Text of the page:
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Government investigation into leaked footage of Hancock kissing aide Gina Coladangelo to be launched

Written by on 28 June 2021

An investigation into how footage from Matt Hancock’s office came to be recorded and leaked is due to take place, a minister has told Sky News.

The Department of Health and Social Care (DHSC) will be looking into how the former health secretary came to be videoed kissing one of his aides Gina Coladangelo, Northern Ireland Secretary Brandon Lewis said.

The minister was asked about the security concerns around the footage as he appeared on Sky News’ Trevor Phillips On Sunday programme.

British Conservative party lawmaker Matt Hancock Secretary of State for Health and Social Care, leaves Parliament with an aide, in London, Friday, June 14, 2019. Hancock announced he has withdrawn from the Conservative Party leadership campaign to be the next British Prime Minister. (AP Photo/Alastair Grant) Image: The Sun obtained footage of Mr Hancock with Ms Coladangelo taken inside his office

The concerns come as another security breach was reported: sensitive defence documents containing details about HMS Defender and the military were said to have been found by a member of the public at a bus stop.

Mr Lewis said: “It’s something we need to get to the bottom of. Quite rightly what happens in government departments can be sensitive and important.

“So yes, I do know that is something the Department of Health will be taking forward as an internal investigation.”

Former Labour health secretary Alan Johnson said when he was in the position formerly occupied by Mr Hancock, there was no camera in his office.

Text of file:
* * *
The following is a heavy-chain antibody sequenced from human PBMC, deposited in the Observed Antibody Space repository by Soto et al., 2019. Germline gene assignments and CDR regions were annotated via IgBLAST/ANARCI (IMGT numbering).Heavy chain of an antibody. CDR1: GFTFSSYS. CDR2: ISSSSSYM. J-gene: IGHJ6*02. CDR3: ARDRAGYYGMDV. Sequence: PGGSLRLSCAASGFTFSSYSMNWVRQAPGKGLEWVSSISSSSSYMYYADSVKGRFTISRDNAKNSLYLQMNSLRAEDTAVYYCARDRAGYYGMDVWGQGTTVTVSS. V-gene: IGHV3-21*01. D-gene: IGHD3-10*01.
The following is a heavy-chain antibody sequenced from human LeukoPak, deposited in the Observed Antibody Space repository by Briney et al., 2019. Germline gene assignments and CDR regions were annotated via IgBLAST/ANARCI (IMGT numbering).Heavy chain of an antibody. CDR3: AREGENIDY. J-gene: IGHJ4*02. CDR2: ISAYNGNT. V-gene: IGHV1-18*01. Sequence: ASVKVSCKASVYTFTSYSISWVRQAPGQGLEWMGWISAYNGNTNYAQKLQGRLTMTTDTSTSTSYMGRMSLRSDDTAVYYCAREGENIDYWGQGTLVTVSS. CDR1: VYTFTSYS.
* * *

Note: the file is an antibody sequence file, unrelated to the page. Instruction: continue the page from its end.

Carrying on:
He told Sky News: “I could never understand why there was a camera in the Secretary of State’s office. There was never a camera in my office when I was health secretary or in any other five cabinet positions.”

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‘Matt Hancock was in two bubbles’

Asked about the rule that cabinet ministers are not allowed to be monitored by anyone including the security services without the permission of the PM, he added: “It goes back to Harold Wilson’s time, although of course our telephone conversations; there’s always someone listening in, as a member of your private office, to get a record, so you’ve got some… back up for what’s talked about.”

Shadow housing secretary Lucy Powell told Phillips the police should investigate Matt Hancock’s actions.

She said Labour MP Fleur Anderson had referred Mr Hancock to the police to find out if any laws had been broken.

“At the time, you’ll remember, when this video was taken, we were all told that we could only have close contact with those that we were in a bubble with, they were our bubble, and that was the only people we could have close contact with, that was the law at the time,” she said.

Sir Keir Starmer was asked by a reporter if “the ends” justified “the means”, after the release of what appeared to be CCTV footage of Mr Hancock kissing his aide led to his resignation.

The Labour leader said: “There’s going to have to be an investigation into how that footage got leaked. It’s obviously a breach of security.

“It shows up the hypocrisy of Matt Hancock. But there is seriously an issue about how that got leaked and the prime minister and the incoming health secretary (Sajid Javid) are now going to have to get to grips with that.”

The Sun said its report of Mr Hancock’s affair came from whistleblowers. It remains unclear how the footage of the ex-health secretary kissing his aide was captured and disseminated.

The Independent Press Standards Organisation (IPSO) Editors’ Code of Practice, which sets the standards for most of Britain’s print and online news journalists including The Sun’s, states that the press “must not seek to obtain or publish material acquired by using hidden cameras or clandestine listening devices” or “by accessing digitally-held information without consent”.

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2019: Mr Hancock appears to tap Gina Coladangelo on the arm as he leaves the room

But it adds that “misrepresentation or subterfuge, including by agents or intermediaries, can generally be justified only in the public interest and then only when the material cannot be obtained by other means”.

The Metropolitan Police has said it is not investigating any offences in connection with the incident because “as a matter of course the MPS is not investigating COVID related issues retrospectively”.

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